August 12, 2020

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Coronavirus top concern

Pandemic No. 1 issue facing real estate industry this year and next, says Sandy Shindleman

MIKAELA MACKENZIE / WINNIPEG FREE PRESS</p><p>Sandy Shindleman, president of Shindico, says his company has avoided layoffs by lowering costs. It brought in a hiring freeze and scrapped its summer student program.</p>

MIKAELA MACKENZIE / WINNIPEG FREE PRESS

Sandy Shindleman, president of Shindico, says his company has avoided layoffs by lowering costs. It brought in a hiring freeze and scrapped its summer student program.

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Sandy Shindleman’s career in real estate stretches back nearly 50 years, and it might be divided neatly into two eras: before and after COVID-19.

The president of Shindico says that’s the reality for the real estate industry, which has always been subject to market shifts and changing values. But there has never been an outside force that’s had such a swift or broad effect as the pandemic.

So it came as no surprise to Shindleman when the novel coronavirus was given the No. 1 slot on the Counsellors of Real Estate’s (CRE) top 10 issues that will affect the industry this year and next.

The top 10 — rounded out by economic renewal, capital market risk, public and private indebtedness, affordable housing, flow of people, space utilization, technology and workflow, infrastructure, and environmental-social-governance concerns — might as well have been a one-item list. None of the other issues exists independently of the pandemic.

"It leads into absolutely everything else," said Shindleman, a member of the CRE.

"I've been around a long time, and one thing I realize is people tend to forget. But I don't think we're going to forget (this)."‐ Sandy Shindleman, president of Shindico 

Certain areas like personal, data, and cold storage haven’t been hit quite as hard as, say, office or retail sectors, but they aren’t out of the woods yet. "We talk about this sometimes, it feels like it’s been five years (since COVID-19 happened). It’s been only three months."

Shindleman said what’s happened — a shift to working from home, a major blow to physical retail, an unprecedented number of layoffs and salary reductions, usually viable commercial renters struggling or refusing to pay rent, to start — would have seemed impossible just a few months ago.

But it’s happened, and the industry will attempt to navigate the new reality, just as all other industries.

"It’s basically a gut-check," Shindleman said.

At Shindico, the pandemic has not led to any layoffs, but it has changed the company’s normally rapid pace from a sprint to a speed walk. The company implemented a hiring freeze; it didn’t take on any summer students; and its development has slowed significantly, Shindleman said.

"We’re lowering costs to the best of our ability."

Several projects face challenges or delays, including future phases of the Plessis Business Park and the construction of the Taylor Lee luxury apartments, a 124-unit building set to break ground soon. Meanwhile, the company’s and Cadillac Fairview’s proposed Polo Park residential project has been held back by delays from the city, as well as concerns from the Winnipeg Airports Authority.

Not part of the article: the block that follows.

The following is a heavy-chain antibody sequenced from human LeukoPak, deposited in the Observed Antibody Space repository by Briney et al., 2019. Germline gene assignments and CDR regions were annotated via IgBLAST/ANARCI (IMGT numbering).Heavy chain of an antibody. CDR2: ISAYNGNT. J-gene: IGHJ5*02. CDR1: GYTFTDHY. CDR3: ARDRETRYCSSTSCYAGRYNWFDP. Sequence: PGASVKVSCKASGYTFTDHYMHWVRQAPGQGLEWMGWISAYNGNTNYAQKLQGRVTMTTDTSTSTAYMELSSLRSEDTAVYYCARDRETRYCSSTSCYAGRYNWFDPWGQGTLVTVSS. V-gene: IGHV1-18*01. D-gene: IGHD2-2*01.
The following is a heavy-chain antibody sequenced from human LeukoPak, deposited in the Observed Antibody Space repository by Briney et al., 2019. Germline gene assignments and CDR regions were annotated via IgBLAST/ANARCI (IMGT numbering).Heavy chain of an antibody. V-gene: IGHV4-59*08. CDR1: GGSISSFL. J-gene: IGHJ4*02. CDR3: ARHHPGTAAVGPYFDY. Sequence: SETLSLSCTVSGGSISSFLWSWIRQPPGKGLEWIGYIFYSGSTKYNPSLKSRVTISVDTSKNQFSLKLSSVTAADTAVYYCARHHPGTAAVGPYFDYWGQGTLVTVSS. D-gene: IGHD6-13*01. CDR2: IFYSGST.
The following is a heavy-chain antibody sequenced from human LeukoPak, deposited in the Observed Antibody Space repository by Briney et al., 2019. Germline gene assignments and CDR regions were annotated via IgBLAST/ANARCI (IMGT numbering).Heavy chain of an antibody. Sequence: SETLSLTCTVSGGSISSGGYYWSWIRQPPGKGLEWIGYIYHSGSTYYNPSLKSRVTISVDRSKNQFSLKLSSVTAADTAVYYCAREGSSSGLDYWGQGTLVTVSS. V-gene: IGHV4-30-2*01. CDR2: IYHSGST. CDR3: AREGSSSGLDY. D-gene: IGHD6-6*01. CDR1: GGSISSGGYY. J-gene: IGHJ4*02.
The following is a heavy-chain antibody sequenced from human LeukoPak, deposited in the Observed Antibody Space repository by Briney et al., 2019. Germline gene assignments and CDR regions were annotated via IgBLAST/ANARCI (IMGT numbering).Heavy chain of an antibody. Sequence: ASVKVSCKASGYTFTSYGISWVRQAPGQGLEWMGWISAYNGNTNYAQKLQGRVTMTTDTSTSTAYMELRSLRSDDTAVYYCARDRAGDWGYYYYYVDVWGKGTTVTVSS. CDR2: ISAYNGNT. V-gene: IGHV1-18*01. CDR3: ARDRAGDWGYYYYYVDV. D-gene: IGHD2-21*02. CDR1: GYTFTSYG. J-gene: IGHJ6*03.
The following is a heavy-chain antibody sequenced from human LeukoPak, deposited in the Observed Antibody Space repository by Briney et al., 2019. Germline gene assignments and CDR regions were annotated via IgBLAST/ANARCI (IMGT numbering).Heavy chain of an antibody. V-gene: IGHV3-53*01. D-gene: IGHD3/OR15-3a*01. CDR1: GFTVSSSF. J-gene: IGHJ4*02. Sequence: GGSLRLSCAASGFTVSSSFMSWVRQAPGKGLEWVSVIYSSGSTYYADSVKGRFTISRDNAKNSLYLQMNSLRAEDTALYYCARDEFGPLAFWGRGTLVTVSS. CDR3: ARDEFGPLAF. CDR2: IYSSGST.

Plans for new retail buildings have been put on hold, Shindleman said.

Planned renovations at Shindico apartments have also shifted in response to the pandemic: at some buildings, a few units were to be converted into common areas, Shindleman said.

Most upgrades being made or discussed are barrier-free ones like electric doors or touchless elevator operations.

"We’re very much thinking of touch," he said.

While industrial real estate appears to be primed for a strong rebound, Shindleman said the future of the office and retail sectors are tougher to pin down. One hopeful prediction, he said, is that dormant suburban retail space can be reconfigured as office space and compete with downtown office buildings.

"Just think about it," he said. "Downtown, you’re parking cheek by jowl in an eight-foot spot. You’re going into an elevator lobby, into an elevator… you get up to your floor, you use a restroom that is public, possibly shared with other tenants on the floor."

In comparison, a spot in a suburban strip — where public interaction is minimal, sanitization and entry are controlled, and spacing can be readily configured to the COVID-19 era — might seem more appealing than it might have been in the past, he said.

For the near future, expanding or signing new leases might be off the table for some companies, even Shindico. The company recently contemplated expanding its building’s main floor, but now, Shindleman isn’t sure whether the move is needed.

"We have to be very cautious with expansion," he said.

While COVID-19 was ranked the top issue for 2020 and 2021, Shindleman acknowledged its effects will be felt for years.

"I’ve been around a long time, and one thing I realize is people tend to forget," he said. "But I don’t think we’re going to forget (this)."

ben.waldman@freepre ss.mb.ca

Ben Waldman

Ben Waldman
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Ben Waldman covers a little bit of everything for the Free Press.

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